Chris' 1994  R100GS/PDChris' new bike, a 1996 F650 ULTIMATE JOURNEY Erin's 1997  F650
Living a Dream . . . 2 Live-N-Ride

June 22nd, 2002.

Credit to Solstice, June 21st

-- Story by Erin --

Thursday, June 20th: Tiwanaku is a small town some 80 kms west from La Paz on a good paved road. It took us no time to get there. Found an expensive little hostal ($4pp instead of the usual $3pp) and we had to share one room. By dark it was pretty cold and we put on all our thermal underwear. Town was beginning to get filled up with tourists coming in for the all-night party. As we walked around the plaza we bumped into several other travelers we knew: a group of traveling Argentine buskers and Raul, the Venezuelan biker we met the day we first rode the Dead Road. After dinner I turned in for the night because I was coming down with a bad head cold. The boys stayed out for some time into the night to watch all the dancing and music.

Friday, June 21st:  Winter Solstice = After the longest night of the year in the Southern Hemisphere, the days will start to get longer.  At 5am we woke up to go to the temple complex for the sunrise celebration. Archeologists believe this site might date back to 1600 BC and was an important Inca ceremonial place. The site is made up of a bunch of standing stone statues surrounded by stone walls. Every year on the event of the winter solstice, the local celebrate the sunrise with a colorful display of dancing, music and mystical ceremonies. It was still bitter cold and hard to get out of bed. We walked the dark paths, along with thousands of others, in the direction of the site. On the way, vendors sold hot cocoa tea and alcohol to warm the masses.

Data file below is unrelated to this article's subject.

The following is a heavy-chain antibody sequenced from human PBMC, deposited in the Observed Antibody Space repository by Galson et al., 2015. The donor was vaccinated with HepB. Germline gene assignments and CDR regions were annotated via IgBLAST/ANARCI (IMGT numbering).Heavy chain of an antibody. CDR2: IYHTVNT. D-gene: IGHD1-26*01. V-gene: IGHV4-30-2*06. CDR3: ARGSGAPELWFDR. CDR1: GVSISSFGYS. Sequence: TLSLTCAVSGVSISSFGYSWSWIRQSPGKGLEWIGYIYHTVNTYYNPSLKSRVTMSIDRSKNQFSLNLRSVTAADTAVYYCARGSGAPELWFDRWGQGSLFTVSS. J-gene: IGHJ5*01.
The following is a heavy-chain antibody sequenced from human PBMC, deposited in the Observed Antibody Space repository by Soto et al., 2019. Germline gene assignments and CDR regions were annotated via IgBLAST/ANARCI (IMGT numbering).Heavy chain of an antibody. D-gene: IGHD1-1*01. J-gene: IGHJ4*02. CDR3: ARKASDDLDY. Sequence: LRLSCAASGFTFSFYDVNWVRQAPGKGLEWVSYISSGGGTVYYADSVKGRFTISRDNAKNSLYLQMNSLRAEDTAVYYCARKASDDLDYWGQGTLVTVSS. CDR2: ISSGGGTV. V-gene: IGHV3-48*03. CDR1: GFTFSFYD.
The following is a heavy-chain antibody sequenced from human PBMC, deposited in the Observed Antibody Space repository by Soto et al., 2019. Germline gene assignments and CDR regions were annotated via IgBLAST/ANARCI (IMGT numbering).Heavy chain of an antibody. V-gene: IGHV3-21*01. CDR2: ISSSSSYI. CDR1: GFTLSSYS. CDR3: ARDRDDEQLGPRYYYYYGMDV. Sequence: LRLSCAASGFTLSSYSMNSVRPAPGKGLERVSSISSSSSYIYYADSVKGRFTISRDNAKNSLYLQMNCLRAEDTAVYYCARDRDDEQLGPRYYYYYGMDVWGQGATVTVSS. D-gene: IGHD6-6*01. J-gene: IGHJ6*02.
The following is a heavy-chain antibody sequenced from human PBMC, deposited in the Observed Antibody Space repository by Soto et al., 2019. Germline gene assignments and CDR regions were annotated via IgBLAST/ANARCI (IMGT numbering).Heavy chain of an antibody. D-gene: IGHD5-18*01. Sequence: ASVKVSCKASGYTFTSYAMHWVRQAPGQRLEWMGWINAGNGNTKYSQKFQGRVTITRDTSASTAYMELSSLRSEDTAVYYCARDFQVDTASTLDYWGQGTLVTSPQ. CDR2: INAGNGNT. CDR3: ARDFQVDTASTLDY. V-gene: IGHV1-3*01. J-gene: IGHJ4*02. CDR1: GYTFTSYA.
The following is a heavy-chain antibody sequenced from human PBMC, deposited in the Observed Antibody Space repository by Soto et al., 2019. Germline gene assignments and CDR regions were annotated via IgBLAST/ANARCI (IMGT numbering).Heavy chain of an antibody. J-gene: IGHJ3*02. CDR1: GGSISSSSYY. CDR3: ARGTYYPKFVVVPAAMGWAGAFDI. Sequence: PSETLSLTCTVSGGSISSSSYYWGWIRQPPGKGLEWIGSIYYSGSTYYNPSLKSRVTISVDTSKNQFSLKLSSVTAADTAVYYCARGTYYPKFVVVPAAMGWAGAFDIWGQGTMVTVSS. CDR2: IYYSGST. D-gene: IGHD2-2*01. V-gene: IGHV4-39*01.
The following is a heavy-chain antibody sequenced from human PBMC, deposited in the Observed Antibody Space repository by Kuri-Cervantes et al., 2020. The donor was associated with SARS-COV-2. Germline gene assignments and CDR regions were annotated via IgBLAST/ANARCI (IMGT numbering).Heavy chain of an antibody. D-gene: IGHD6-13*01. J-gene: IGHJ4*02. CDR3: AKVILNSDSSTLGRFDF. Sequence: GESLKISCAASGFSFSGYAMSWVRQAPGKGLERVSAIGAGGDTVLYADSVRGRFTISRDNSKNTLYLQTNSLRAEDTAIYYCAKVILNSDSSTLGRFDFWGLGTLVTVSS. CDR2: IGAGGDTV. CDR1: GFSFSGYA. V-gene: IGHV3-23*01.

We stopped at one stall and drank down warm Api (a fruit and corn syrup drink) and fried dough. Huddled in the stall was also another traveler we met back in Uyuni, a French woman name Marion. When we reached the entrance gates there were hundreds of people, probably many drunken, trying to push their way into the complex. We got pushed in with them. Locals had to buy entrance tickets for less than US$1, while tourists had to pay US$3.  The Policia Militar had a tough time of holding the crowd out of the sacred area while checking entrance tickets.  It was some time still before the sun rose but there was plenty to entertain us while we waited. Most of the time we were stamping our feet trying to ward off the cold. When the sun finally peeked over the mountains at us everyone raised their arms and held their palms up to receive the force of the first rays of the sun. We were told this was a cleansing thing, a new start. It was all very interesting and a feast for the senses. After about an hour more we returned to our hostal to get some more sleep.

After a brief sleep and breakfast we packed the bikes and rode out of town. Besides the temple complex, there’s not much else to see and do in town. About 20 kms from the Peruvian border Liam and Chris decide to discharge their remaining two sticks of dynamite before crossing the border. They found a remote road into the mountains near Lake Titicaca and did the deed. I relaxed on the shore of the lake and watched the little sail boats pass through the reeds near the shore. Many residents make their living off of catching fish out of the lake. The little sailboats are made of the reeds from the shore and have been made this way for centuries.


Military Police fight to hold the crowd out of the sacred area, only 1 hour before sunrise, while checking for entrance tickets.

As the sun rises in Tiwanaku, frozen hands are raised to catch the force of the first rays of the sun

More hands

One of the many groups of musicians

Sacred women bless the locals with burning ash

Ahhhh, the boys are off playing with dynamite while Erin enjoys the serenity of Lago Titicaca.

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